Booty queens: Beyonce and Jennifer Lopez.

Where have all the booties gone?

Celebrity culture seems to have abandoned the "healthy butt" trend.

Melissa Lafsky
November 3, 2006 7:04PM (UTC)

Ah, celebrities. They're never far from view, gazing from ubiquitous newsstands, inhabiting our subconscious minds with their dewy skin and perfect smiles, and, whether we like it or not, influencing our self-images. When icons like J.Lo and Beyonce hit the scene, it looked as though the craze for excessive thinness might have finally run its course -- if voluptuousness was celebrated by the mainstream media, maybe regular women could at last enjoy a second helping of dessert.

Now, as the New York Post reports, that voluptuousness is burning off like a low-cal protein bar. In a piece titled "Et tu Booty?" Post writer Mackenzie Dawson notes that as more and more actresses and singers drift toward malnourishment and career trajectories rise according to the number of ribs displayed by backless dresses (a look exemplified by, but not exclusive to, Nicole Richie), the trend toward abundant backsides is in its death throes. Beyonci and J. Lo themselves haven't become emaciated to follow the wave (though the former is visibly thinner), and Details magazine rather dubiously noted earlier this year that some curvy women still thrive in Hollywood. But the celebrity-rag spotlight has simply turned from ample curves to gaunt images of predominantly white starlets like Kate Bosworth and Keira Knightly.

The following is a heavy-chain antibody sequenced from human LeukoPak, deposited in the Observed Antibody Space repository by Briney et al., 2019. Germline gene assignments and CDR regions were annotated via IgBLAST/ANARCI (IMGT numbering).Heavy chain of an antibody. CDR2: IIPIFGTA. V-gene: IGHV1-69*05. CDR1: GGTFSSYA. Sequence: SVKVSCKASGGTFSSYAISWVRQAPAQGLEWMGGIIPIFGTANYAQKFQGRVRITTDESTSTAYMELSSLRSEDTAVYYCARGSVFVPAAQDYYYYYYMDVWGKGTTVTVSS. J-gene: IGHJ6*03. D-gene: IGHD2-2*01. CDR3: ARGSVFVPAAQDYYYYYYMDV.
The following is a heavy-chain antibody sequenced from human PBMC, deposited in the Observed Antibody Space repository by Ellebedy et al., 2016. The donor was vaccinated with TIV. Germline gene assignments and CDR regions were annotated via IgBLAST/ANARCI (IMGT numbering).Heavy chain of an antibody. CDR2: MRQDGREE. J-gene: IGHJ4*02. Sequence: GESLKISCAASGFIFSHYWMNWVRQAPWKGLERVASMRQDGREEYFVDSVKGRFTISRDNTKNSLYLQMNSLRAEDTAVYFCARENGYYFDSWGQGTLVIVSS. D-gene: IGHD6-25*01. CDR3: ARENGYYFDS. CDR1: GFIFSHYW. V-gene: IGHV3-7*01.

This time, however, the female populace isn't ready to go gently into stomach-growling nights. Dawson quotes professional women getting uppity about the thin trend: "I am so exhausted by the enthusiastically skeletal teen queens who stagger around Hollywood proclaiming 95 pounds to be their 'natural' body weight," said one, while another opined that "men will always choose the Monica Belluccis, Scarlett Johanssons and Salma Hayeks over the Kate Bosworths of the world." Another expresses outrage that celebrity culture "pay[s] lip service to 'embracing individuality'" but then devotes attention to ritualistic starvation. And rightfully so; after all that adoration of celebrity curves and touting of "healthy" body images, we're right back to where we started, with Hollywood starlets passing out in public and insisting that they're simply "overtired" while struggling to hide protruding collarbones.

Blame for the current trend can't rest on the stars alone; the media is capitalizing on corpselike actresses with unabashed glee. Celebrity weeklies like Star and Us Weekly run regular features like "Star Bodies: Too Thin?" and set newsstand sales records with cover stories such as "Nicole Seeks Treatment." The eventual result? Normalization of the idea that having an eating disorder will get you desirable attention -- not exactly an ideal message for young women still developing their own body images. Studies show that girls remain as susceptible as ever to cultural beauty standards, and feel tremendous pressure to meet them. It's doubtful that the booty backlash is helping to ease their minds.

Melissa Lafsky

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